Just a month ago, Boeing Co. (NYSE: BA) announced an order for 40 of its 737-700s to United Continental Holdings Inc. (NYSE: UAL) in a bitter loss for Canadian airframe maker Bombardier and its all-new CS100 passenger jet. Now it appears that Boeing is about to sign a second deal with United for 25 more 737-700s.
The 737-700 is the smallest and cheapest plane on Boeing’s price list. The 118-seater carries a list price of $80.6 million. But reports indicate that the company sold the first 40 planes to United for a contract price in the low to mid $20 million range. Bombardier, which recently wrote off $3.2 billion in development costs for its CSeries planes, simply cannot undersell Boeing, which long ago recouped all its costs on the 737-700 and can afford to support heavy discounts on the aircraft. Especially for United, one of Boeing’s best customers for decades.
The Wall Street Journal noted that Boeing commercial division CEO Ray Conner recalls the effect on the company that resulted from failing to undercut Airbus when that fledgling company sold its first planes to United in 1993. Airbus did not appear to be a serious threat to Boeing at that time, just as Bombardier does not now. Boeing is determined not to fall asleep on the tarmac again.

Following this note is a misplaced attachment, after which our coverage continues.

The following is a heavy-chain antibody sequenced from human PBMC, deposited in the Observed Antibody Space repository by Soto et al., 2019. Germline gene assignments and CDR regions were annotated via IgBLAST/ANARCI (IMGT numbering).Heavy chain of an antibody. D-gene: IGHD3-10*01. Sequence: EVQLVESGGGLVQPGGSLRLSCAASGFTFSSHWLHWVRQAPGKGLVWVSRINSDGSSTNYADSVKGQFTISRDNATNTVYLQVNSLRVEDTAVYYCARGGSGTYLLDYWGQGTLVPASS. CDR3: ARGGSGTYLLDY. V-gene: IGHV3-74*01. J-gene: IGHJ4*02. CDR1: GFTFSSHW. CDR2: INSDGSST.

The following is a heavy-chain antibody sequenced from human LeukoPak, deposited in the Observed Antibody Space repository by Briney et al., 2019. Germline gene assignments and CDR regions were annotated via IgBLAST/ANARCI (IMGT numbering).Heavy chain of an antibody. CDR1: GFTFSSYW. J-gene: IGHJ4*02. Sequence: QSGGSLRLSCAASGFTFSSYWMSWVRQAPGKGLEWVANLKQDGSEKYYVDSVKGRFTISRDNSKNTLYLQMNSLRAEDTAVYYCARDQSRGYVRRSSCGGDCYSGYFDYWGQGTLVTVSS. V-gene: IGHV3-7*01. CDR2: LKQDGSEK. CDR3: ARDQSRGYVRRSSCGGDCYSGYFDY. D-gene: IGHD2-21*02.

Apparently the other thing that Boeing has learned is that it needs to go ahead with a re-engined version of the 737-700, the 737 MAX 7. Boeing’s order book for the 737 MAX 7 includes just 55 orders out of 3,072 for the new MAX series. Only Southwest and WestJet have ordered the smaller planes, which have shorter runway requirements for airports such as Chicago’s Midway and Bob Hope airport in Burbank, Calif. According to Leeham News, Southwest does not want to buy the larger 737 MAX 8, and Boeing, wanting both to satisfy a captive customer and keep Bombardier out of Southwest’s fleet, has decided to stop trying to upsell MAX 7 customers to the MAX 8 and get behind development of a MAX 7.
The low end of the single-aisle market is getting yet another competitor with Embraer S.A.’s (NYSE: ERJ) new EJet-E2. Boeing’s sales to United effectively blocked Embraer’s chances as well as Bombardier’s.